As extrasolar planet discoveries from both ground-based and space-based telescopes accelerate, planets closer in size to the Earth are being found at distances from their parent star that might allow liquid water, and life, on their surfaces.
The NASA Astrobiology Institute’s Virtual Planetary Laboratory was founded in 2001 and focuses on answering the scientific question “If we were to find such a planet, how would we use observations and modeling studies to determine if that planet was able to support life, or had life on it?”
To address this question, the VPL has developed a “tool kit” of innovative computer models to simulate and better understand the environments and spectra of extrasolar planets. The VPL tool kit allows an interdisciplinary, non-Earth-centric assessment of the interactions between a planet, its star and its planetary system that can affect the planet’s “habitability”, its ability to support life. It also allows us to explore the interactions between life, its planetary environment and the parent star to identify new “biosignatures”, detectable ways in which life can modify its planetary environment on a global scale.
The VPL Team
Based at the University of Washington, the highly interdisciplinary VPL team lead by astrobiologist Victoria Meadows comprises over 75 researchers at 20 different institutions. The team includes astronomers, atmospheric chemists, spectroscopists, geochemists, geophysicists, climatologists, molecular evolutionary biologists, and many other types of scientists. Our team members interact with each other across discipline boundaries and over geographical distance to understand the limits and maintenance of planetary habitability, and to explore and identify new biosignatures. MORE >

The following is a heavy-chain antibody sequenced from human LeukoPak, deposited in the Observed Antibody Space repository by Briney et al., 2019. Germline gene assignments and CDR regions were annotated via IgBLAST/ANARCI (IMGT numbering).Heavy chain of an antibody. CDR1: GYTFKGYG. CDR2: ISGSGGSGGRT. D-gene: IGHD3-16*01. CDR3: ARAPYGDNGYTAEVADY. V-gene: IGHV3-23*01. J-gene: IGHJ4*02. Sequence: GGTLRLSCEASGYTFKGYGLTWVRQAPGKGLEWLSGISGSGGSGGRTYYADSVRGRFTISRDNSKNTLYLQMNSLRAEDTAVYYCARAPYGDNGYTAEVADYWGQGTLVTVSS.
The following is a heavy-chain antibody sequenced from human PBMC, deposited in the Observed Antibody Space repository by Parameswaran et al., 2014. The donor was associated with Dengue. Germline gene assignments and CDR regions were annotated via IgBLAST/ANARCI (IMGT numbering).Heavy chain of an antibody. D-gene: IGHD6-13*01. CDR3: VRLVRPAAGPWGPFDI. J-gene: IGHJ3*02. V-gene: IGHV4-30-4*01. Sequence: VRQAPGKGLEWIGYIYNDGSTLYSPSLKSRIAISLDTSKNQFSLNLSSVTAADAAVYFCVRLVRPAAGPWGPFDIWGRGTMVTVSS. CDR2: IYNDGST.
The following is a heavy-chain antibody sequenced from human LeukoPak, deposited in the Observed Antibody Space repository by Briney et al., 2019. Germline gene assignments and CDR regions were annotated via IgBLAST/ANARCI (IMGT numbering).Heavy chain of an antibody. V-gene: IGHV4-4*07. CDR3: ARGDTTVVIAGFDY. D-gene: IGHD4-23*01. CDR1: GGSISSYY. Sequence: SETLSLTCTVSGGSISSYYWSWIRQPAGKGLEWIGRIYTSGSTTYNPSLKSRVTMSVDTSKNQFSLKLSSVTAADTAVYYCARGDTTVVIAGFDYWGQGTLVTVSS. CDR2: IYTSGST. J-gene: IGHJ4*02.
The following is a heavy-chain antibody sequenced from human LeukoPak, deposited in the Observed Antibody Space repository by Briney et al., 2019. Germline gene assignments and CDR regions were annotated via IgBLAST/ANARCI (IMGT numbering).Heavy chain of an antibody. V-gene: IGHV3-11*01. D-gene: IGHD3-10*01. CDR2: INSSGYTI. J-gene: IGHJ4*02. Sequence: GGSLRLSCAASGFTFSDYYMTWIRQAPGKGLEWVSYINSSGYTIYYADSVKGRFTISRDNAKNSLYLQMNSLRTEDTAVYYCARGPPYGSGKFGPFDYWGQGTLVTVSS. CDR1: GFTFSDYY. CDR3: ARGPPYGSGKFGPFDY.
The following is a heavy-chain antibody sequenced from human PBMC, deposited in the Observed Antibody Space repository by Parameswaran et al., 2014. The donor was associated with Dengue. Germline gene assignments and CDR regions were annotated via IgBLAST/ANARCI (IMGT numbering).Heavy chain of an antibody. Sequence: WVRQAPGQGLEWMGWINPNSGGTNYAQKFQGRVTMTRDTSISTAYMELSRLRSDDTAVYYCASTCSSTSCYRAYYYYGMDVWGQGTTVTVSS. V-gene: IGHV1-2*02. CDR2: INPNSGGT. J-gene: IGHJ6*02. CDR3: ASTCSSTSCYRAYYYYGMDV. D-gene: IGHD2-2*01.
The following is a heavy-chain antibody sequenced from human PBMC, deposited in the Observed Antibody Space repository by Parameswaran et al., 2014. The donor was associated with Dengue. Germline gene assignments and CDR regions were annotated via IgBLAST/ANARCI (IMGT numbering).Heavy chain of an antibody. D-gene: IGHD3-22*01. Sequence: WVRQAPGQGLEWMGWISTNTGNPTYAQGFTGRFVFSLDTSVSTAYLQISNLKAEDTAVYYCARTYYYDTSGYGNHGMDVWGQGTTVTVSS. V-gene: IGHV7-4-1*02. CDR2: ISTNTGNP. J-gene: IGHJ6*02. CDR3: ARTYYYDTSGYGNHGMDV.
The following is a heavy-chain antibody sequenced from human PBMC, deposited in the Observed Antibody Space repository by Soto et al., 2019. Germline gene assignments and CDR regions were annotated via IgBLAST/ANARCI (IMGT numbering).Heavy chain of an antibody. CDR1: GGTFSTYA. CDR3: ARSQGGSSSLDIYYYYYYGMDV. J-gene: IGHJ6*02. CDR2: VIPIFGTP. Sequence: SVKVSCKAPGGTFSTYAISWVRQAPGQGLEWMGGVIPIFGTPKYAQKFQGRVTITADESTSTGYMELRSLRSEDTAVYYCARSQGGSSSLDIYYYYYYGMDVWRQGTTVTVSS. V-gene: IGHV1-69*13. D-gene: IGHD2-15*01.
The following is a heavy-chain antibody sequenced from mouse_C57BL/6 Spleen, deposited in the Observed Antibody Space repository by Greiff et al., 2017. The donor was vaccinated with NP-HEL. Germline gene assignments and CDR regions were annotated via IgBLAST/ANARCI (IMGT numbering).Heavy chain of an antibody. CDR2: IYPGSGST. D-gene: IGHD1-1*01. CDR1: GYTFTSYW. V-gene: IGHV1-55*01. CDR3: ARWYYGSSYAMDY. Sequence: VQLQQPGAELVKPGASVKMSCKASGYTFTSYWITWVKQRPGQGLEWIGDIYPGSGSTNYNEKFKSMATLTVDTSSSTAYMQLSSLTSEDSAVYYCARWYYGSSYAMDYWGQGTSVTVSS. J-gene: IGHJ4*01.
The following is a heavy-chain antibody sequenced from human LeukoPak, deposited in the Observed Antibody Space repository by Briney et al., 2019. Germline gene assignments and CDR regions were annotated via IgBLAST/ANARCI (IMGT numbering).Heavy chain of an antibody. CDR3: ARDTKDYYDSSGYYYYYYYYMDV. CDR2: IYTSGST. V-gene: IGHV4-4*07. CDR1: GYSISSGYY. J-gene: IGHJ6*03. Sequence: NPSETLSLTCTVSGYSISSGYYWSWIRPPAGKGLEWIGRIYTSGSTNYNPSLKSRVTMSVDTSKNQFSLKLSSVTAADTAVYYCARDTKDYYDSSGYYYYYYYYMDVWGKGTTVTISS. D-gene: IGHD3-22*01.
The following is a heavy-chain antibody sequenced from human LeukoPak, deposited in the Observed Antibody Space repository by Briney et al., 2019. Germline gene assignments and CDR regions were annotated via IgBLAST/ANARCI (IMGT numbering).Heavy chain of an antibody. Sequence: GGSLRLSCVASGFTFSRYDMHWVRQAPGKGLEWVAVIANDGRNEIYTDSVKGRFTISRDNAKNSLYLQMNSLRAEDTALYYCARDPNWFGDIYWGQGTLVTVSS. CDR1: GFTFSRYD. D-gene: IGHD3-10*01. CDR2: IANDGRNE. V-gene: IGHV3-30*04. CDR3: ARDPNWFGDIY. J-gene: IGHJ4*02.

To provide a systematic study of planetary habitability and biosignatures, the research of the VPL is divided into five major areas which include: understanding the detectability of signs of habitability and life for the modern and ancient Earth, exploring the limits of planetary habitability, understanding the limits of photosynthesis and the effects of life on a planetary environment, and the detectability for planned NASA missions of habitability and life for different types of planets. VPL databases for molecular, stellar, planetary and (coming soon!) photosynthetic pigment spectra are available for download, and some VPL models are also available here. MORE >
Training the Next Generation of Astrobiologists
The Virtual Planetary Laboratory provides ongoing research, training, and professional development opportunities for students and early-career scientists. Many members of the VPL Research Team supervise Postdoctoral Research Fellows/Associates as well as multiple students at the graduate and undergraduate level. These young scientists are welcomed and mentored in all aspects of VPL's work. Furthermore, as it is headquarted at the University of Washington, VPL is deeply connected with the University of Washington’s Astrobiology community, including the UW Astrobiology Program.
Education & Public Outreach
The VPL Team is dedicated to sharing the advances and excitement of astrobiology with a broader audience. Our scientists participate in EPO activities at their host institutions, and work with EPO professionals to develop joint activities and products to educate and inspire. MORE >